A1_008 A taste of Military Latin with The Gallic Wars #MilLatinTaste

For centuries, no Western education was deemed complete without a comprehensive mastery of Latin. Even more than that, the language of Ancient Rome was one of the pillars of school curricula. Although such days are long gone, Classical Latin retains a powerful attraction, as clear from the presence of myriad expressions in daily speech and the specialized language of many academic and professional disciplines, from medicine to the law. Latin’s populary has been growing, slowly but steadily, over the last few years in some countries, an example being the rise in the number of English pupils choosing to take this A Level.

Troops+on+the+Arch+of+Constantine.jpg

Many of the common Latin expressions that have survived to this day and are often used by speakers of English and other languages are related to war and the military. Just to mention a couple:

  • Alea Jacta Est. Julius Caesar’s immortal words on crossing the Rubicon, which marked the border between Italy and Galia, and thus the geographical limits of his command. By so doing, he was breaking the law, and thus had no alternative to victory, it was either taking power or losing everything. Usually translated as “the die has been cast”.
  • Si vis pacem, para bellum. Literally “If you want peace, prepare for war”, it is often cited to defend strong defence and deterrence as the best way to reduce the chances of war breaking out.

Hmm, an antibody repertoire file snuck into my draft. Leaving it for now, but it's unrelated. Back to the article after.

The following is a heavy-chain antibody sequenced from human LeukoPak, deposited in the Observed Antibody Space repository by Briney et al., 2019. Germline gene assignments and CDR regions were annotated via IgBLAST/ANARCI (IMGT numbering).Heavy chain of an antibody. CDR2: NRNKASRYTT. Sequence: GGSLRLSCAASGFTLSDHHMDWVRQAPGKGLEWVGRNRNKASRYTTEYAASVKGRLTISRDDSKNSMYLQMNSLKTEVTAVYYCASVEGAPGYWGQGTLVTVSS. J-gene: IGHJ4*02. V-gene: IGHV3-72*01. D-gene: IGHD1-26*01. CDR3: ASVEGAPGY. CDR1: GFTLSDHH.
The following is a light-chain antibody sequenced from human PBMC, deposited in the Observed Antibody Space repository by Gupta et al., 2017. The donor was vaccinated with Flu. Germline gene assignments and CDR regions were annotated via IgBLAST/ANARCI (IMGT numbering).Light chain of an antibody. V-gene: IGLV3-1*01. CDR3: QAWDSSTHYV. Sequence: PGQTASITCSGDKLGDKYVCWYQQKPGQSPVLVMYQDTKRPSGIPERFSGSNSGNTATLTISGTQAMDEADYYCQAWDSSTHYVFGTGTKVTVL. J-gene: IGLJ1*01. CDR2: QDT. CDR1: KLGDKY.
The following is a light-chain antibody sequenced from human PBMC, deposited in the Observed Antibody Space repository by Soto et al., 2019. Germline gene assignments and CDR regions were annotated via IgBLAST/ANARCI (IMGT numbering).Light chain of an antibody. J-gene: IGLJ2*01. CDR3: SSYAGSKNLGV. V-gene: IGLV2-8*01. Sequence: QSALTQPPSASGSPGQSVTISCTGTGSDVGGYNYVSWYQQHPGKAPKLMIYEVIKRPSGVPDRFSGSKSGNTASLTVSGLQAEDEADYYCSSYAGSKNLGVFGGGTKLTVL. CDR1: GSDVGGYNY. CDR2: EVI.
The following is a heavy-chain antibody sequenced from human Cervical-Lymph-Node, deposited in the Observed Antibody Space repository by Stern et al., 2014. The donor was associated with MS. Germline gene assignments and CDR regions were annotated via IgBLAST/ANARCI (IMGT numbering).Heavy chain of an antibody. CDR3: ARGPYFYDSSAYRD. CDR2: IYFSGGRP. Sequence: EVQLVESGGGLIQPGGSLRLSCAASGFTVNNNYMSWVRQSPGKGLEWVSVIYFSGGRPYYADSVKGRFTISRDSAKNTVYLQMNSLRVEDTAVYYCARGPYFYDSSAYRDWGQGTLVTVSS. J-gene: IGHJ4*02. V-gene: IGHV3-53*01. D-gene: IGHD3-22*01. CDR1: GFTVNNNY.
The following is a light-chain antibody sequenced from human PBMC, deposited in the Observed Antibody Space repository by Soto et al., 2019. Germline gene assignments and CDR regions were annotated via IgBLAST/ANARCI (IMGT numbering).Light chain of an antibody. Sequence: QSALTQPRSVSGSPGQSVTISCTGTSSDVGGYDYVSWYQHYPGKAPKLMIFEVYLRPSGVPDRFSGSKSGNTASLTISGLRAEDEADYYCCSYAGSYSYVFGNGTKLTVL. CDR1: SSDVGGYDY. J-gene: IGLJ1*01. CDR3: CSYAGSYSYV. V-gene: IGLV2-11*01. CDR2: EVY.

r_birdoswald_fort.jpg

On the other hand, the study of the Roman military machine, and the figures, battles, and equipment, which enabled a small city state to end up conquering most of Europe and the Mediterranean World, including significant portions of the Middle East, is another reason drawing many to Latin. While, strictly speaking, it may not necessary to master the language in order to learn about Rome and her armies, given the extensive bibliography and other materials available in English, it is nevertheless true that the student of Roman military history will often be drawn into learning at least a few words, in order to better understand the Roman army and wider state and society. Furthermore, merely reading about Roman military history, or visiting a museum or archaeological site, not to mention walking along the magnificent Hadrian’s Wall, will bring to the fore key words without which one cannot truly understand Roman military life and exploits. Once one has become acquainted with some such words, it is only natural to want to learn more. Just to mention a couple of examples of military Latin, we have:

Contubernium (2nd declension, neuter, singular). Meaning a group of eight soldiers who shared a tent; this was the smallest grouping within a Roman army. Soldiers making up a contubernium cooked their meals together and shared a mule, which transported part of their impedimenta (equipment, supplies). A reminder of how important small unit cohesion is for an army’s morale and fighting spirit.